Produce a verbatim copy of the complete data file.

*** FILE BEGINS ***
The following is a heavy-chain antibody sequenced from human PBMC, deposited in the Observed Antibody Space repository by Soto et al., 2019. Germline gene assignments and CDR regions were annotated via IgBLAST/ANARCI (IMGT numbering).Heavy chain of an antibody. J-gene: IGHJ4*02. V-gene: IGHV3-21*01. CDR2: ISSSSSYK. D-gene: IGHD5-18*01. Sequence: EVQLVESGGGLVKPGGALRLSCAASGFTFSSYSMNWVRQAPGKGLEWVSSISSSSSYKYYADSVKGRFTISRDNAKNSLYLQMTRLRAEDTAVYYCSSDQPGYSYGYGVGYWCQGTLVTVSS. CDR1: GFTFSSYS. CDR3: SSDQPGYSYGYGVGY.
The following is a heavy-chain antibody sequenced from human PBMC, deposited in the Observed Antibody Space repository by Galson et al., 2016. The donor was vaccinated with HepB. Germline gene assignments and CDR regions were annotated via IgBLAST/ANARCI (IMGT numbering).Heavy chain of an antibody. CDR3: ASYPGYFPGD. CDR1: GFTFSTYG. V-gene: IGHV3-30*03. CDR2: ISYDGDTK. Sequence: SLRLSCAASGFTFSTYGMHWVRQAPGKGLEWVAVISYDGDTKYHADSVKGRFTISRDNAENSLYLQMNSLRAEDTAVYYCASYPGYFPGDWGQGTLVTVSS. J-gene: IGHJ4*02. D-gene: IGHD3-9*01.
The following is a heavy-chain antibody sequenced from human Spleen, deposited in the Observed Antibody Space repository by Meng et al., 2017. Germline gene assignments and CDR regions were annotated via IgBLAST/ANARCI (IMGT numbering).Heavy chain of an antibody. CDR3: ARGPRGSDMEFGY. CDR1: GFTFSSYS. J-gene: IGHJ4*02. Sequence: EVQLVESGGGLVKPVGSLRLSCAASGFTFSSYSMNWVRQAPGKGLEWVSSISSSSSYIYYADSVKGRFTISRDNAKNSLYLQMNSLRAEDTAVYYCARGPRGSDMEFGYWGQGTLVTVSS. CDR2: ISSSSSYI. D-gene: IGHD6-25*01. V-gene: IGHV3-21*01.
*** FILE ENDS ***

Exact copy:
The following is a heavy-chain antibody sequenced from human PBMC, deposited in the Observed Antibody Space repository by Soto et al., 2019. Germline gene assignments and CDR regions were annotated via IgBLAST/ANARCI (IMGT numbering).Heavy chain of an antibody. J-gene: IGHJ4*02. V-gene: IGHV3-21*01. CDR2: ISSSSSYK. D-gene: IGHD5-18*01. Sequence: EVQLVESGGGLVKPGGALRLSCAASGFTFSSYSMNWVRQAPGKGLEWVSSISSSSSYKYYADSVKGRFTISRDNAKNSLYLQMTRLRAEDTAVYYCSSDQPGYSYGYGVGYWCQGTLVTVSS. CDR1: GFTFSSYS. CDR3: SSDQPGYSYGYGVGY.
The following is a heavy-chain antibody sequenced from human PBMC, deposited in the Observed Antibody Space repository by Galson et al., 2016. The donor was vaccinated with HepB. Germline gene assignments and CDR regions were annotated via IgBLAST/ANARCI (IMGT numbering).Heavy chain of an antibody. CDR3: ASYPGYFPGD. CDR1: GFTFSTYG. V-gene: IGHV3-30*03. CDR2: ISYDGDTK. Sequence: SLRLSCAASGFTFSTYGMHWVRQAPGKGLEWVAVISYDGDTKYHADSVKGRFTISRDNAENSLYLQMNSLRAEDTAVYYCASYPGYFPGDWGQGTLVTVSS. J-gene: IGHJ4*02. D-gene: IGHD3-9*01.
The following is a heavy-chain antibody sequenced from human Spleen, deposited in the Observed Antibody Space repository by Meng et al., 2017. Germline gene assignments and CDR regions were annotated via IgBLAST/ANARCI (IMGT numbering).Heavy chain of an antibody. CDR3: ARGPRGSDMEFGY. CDR1: GFTFSSYS. J-gene: IGHJ4*02. Sequence: EVQLVESGGGLVKPVGSLRLSCAASGFTFSSYSMNWVRQAPGKGLEWVSSISSSSSYIYYADSVKGRFTISRDNAKNSLYLQMNSLRAEDTAVYYCARGPRGSDMEFGYWGQGTLVTVSS. CDR2: ISSSSSYI. D-gene: IGHD6-25*01. V-gene: IGHV3-21*01.